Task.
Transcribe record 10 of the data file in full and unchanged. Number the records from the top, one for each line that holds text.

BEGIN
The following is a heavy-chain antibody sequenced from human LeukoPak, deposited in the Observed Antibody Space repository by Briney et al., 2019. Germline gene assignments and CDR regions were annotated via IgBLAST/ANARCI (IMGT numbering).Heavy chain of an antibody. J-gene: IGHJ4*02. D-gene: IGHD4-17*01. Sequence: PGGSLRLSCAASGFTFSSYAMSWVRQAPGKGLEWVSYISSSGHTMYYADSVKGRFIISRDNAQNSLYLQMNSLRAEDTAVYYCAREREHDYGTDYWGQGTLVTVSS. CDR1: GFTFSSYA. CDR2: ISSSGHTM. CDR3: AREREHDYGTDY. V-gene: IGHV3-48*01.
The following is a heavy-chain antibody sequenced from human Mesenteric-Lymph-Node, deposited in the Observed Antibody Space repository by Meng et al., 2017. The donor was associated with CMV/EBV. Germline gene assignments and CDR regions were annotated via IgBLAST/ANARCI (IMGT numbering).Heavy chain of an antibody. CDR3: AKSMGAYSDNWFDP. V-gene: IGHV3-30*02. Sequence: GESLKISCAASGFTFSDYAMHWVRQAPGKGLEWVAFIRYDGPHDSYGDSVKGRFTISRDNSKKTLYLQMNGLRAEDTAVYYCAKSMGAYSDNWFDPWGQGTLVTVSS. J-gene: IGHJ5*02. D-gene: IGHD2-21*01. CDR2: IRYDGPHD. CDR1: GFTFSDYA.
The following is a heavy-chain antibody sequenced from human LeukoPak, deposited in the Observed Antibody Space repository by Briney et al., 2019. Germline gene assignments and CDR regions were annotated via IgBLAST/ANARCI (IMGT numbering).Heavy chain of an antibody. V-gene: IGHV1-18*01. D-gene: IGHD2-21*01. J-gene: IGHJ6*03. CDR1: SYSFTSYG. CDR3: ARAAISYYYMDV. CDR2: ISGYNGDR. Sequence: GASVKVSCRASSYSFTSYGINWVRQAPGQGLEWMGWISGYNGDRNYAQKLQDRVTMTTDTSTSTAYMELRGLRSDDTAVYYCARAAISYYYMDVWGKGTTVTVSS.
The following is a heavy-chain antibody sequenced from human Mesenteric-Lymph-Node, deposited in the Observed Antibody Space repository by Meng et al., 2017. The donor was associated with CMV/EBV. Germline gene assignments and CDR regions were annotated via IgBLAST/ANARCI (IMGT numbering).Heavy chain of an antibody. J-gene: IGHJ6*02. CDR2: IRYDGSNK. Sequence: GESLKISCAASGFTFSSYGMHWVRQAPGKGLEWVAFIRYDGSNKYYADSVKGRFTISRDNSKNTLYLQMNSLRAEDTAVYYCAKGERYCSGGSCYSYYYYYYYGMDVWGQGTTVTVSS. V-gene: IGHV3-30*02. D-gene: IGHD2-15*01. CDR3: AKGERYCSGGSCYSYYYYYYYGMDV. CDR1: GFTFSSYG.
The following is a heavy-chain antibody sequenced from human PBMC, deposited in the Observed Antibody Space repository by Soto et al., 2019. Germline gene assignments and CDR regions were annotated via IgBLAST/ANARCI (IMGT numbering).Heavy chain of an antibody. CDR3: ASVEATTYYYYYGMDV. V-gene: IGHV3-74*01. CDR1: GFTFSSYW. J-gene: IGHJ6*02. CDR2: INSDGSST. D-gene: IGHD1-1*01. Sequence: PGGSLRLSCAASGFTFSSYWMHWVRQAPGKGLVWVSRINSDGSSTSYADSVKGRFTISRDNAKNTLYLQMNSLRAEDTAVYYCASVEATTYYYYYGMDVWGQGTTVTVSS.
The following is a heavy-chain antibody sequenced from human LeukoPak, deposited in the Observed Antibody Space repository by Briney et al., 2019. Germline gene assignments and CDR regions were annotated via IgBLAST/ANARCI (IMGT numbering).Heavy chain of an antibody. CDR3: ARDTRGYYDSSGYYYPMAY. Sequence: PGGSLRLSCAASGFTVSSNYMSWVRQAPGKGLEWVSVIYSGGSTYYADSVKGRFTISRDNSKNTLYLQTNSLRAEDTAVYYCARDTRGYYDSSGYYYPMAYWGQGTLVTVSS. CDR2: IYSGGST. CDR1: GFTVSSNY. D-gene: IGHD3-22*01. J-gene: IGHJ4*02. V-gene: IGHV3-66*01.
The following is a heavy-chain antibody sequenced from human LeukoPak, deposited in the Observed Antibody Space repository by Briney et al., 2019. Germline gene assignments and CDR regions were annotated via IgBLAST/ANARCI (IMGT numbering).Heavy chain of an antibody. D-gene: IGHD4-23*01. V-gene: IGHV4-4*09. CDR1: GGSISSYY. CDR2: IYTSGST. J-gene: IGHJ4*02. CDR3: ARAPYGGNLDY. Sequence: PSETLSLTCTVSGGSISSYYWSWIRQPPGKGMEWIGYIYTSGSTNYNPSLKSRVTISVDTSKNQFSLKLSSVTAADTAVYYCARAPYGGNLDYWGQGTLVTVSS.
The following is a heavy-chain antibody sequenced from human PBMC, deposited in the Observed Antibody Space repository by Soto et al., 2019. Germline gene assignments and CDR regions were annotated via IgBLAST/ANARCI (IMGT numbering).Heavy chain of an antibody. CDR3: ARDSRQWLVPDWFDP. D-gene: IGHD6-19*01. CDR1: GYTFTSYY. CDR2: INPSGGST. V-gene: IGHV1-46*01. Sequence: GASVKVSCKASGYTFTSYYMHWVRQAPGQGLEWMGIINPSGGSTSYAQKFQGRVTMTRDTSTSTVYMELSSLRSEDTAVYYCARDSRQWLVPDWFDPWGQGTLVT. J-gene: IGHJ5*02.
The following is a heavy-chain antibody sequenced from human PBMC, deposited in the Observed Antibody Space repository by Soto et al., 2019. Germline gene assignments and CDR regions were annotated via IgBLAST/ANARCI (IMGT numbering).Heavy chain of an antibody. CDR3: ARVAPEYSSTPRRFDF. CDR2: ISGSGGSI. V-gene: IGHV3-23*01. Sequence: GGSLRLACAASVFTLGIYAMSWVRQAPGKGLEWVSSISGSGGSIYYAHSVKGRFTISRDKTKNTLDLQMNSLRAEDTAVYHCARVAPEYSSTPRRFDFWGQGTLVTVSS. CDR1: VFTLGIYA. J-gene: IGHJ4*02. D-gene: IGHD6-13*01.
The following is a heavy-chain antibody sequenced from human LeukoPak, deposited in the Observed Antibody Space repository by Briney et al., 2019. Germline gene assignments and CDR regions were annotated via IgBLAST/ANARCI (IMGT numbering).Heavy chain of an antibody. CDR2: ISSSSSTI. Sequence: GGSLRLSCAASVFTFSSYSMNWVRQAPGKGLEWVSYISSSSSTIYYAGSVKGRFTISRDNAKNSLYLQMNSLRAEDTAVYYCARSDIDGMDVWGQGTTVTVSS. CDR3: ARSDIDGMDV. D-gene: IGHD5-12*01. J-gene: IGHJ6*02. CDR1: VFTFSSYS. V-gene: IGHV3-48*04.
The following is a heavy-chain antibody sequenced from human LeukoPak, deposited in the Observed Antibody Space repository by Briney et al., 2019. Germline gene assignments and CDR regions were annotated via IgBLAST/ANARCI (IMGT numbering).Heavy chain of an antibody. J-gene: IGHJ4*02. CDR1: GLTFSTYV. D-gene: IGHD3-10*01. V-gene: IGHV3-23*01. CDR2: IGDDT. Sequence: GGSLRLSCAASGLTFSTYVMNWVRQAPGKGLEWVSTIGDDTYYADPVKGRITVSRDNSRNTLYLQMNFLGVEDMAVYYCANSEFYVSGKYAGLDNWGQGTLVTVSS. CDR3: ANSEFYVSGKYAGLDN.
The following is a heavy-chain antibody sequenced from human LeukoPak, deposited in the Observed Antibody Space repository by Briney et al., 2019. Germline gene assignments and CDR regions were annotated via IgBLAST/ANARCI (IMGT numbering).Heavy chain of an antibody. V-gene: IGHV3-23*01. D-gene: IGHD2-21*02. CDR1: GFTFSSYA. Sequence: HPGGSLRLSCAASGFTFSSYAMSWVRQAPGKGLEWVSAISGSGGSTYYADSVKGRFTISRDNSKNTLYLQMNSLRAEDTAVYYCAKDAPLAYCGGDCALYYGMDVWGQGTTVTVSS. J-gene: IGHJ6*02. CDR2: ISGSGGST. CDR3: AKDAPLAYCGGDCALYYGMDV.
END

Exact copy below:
The following is a heavy-chain antibody sequenced from human LeukoPak, deposited in the Observed Antibody Space repository by Briney et al., 2019. Germline gene assignments and CDR regions were annotated via IgBLAST/ANARCI (IMGT numbering).Heavy chain of an antibody. CDR2: ISSSSSTI. Sequence: GGSLRLSCAASVFTFSSYSMNWVRQAPGKGLEWVSYISSSSSTIYYAGSVKGRFTISRDNAKNSLYLQMNSLRAEDTAVYYCARSDIDGMDVWGQGTTVTVSS. CDR3: ARSDIDGMDV. D-gene: IGHD5-12*01. J-gene: IGHJ6*02. CDR1: VFTFSSYS. V-gene: IGHV3-48*04.